If you think you may have made a material change to your children's product, you must have samples of the product or component part of the product tested by a CPSC-accepted third party lab. After the testing, you must issue a new Children's Product Certificate (CPC).
What is a material change?
A material change is a change that the manufacturer makes to their product's design, to the manufacturing process, or to the source of component parts for the product, which a manufacturer, exercising due care, knows, or should know, could affect the product's ability to comply with the applicable children's product standards.
What am I required to do if I think that I may have made a material change to my children's product?
If you think that you may have made a material change to your children's product, you must submit a sufficient number of samples of the product or component part of the product with the material changes to a CPSC-accepted third party laboratory. The laboratory will then have that product or component part tested for compliance to the affected children's product safety rule(s); after the testing, you must issue a new Children's Product Certificate based upon the results of the testing.
Do I have to retest the whole product if there is a material change to only one component part of the product?
No. Component part testing may be sufficient for a material change to only one component. When there is a material change to a component part of a product that does not affect other component parts, and it does not affect the finished product's ability to comply with other applicable children's product safety rules, then a manufacturer may issue a new Children's Product Certificate based upon the earlier third party certification tests, along with the new test results for the materially changed component part. Please refer to the regulation published in 16 CFR part 1109 for those details.
For example, if you manufacture a painted wooden toy car, and you change paint suppliers, you need to test only the paint (and not the metal axles) for compliance in order to issue a new Children's Product Certificate. In other words, because the metal axles did not change, you do not have to retest them. If, however, a component part is changed that may affect the proper mechanical function or the structural integrity of the finished product, then the whole product may need to be retested.
Do I need to have each batch or lot of my children's product tested by a CPSC-accepted laboratory?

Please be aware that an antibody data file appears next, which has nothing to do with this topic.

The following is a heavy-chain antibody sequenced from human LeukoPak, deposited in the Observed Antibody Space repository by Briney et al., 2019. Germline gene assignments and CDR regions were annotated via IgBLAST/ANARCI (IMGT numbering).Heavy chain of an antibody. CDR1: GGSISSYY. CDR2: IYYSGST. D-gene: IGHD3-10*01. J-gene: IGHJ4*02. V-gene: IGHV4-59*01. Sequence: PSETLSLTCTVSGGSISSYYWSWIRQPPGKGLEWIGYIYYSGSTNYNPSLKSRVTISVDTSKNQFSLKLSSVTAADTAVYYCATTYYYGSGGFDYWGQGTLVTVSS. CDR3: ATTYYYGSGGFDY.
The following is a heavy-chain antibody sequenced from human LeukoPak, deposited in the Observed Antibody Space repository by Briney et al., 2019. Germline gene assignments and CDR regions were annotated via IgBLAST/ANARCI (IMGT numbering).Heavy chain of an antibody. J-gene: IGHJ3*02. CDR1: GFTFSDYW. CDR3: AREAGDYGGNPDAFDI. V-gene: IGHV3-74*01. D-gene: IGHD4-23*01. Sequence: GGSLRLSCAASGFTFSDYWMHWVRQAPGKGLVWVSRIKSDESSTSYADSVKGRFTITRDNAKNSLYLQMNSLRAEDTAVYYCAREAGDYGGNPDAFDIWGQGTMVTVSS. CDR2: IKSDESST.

Not necessarily. After a children's product is initially tested and certified, the frequency with which new shipments of the children's product needs to be tested depends upon various factors. A manufacturer must exercise due care in determining whether each new batch or lot of its particular product needs to be retested.
The manufacturer must have a high degree of assurance that the children's products it manufactured after the issuance of a Children's Product Certificate, or since the previous periodic testing was conducted, continue to comply with the applicable children's product safety rules. Manufacturers need to be aware of all material changes that may require retesting after a material change.
In the absence of any knowledge of the manufacturing process, materials, suppliers, and product, the importer likely should consider the units in the discrete lot as the population and determine the sample size based on this population. The calculation of sufficient sample size can be made based on the importer's determination of a high degree of assurance of compliance of the product.
A manufacturer can obtain that assurance through various approaches, depending upon the particulars of the product in question. See Periodic Testing for more information.
Also, effective February 8, 2013, a manufacturer will be required to implement a periodic testing plan and/or a production testing plan for each of the children's products it manufactures in order to provide the high degree of assurance discussed above.
Do I have to retest the entire product if I change the manufacturer of the product?
Yes. The manufacturer, the manufacturing facility, its equipment, and its processes and process controls may all impact the likelihood of the product's compliance (or lack thereof) with the applicable consumer product safety rule(s) for that product. Therefore, the product would require retesting and recertification.
This communication has been prepared for general informational purposes only and is based upon the facts and information presented. This communication does not, and is not intended to, constitute legal advice and has not been reviewed or approved by the Commission, and does not necessarily represent their views. Any views expressed in this communication may be changed or superseded by the Commission.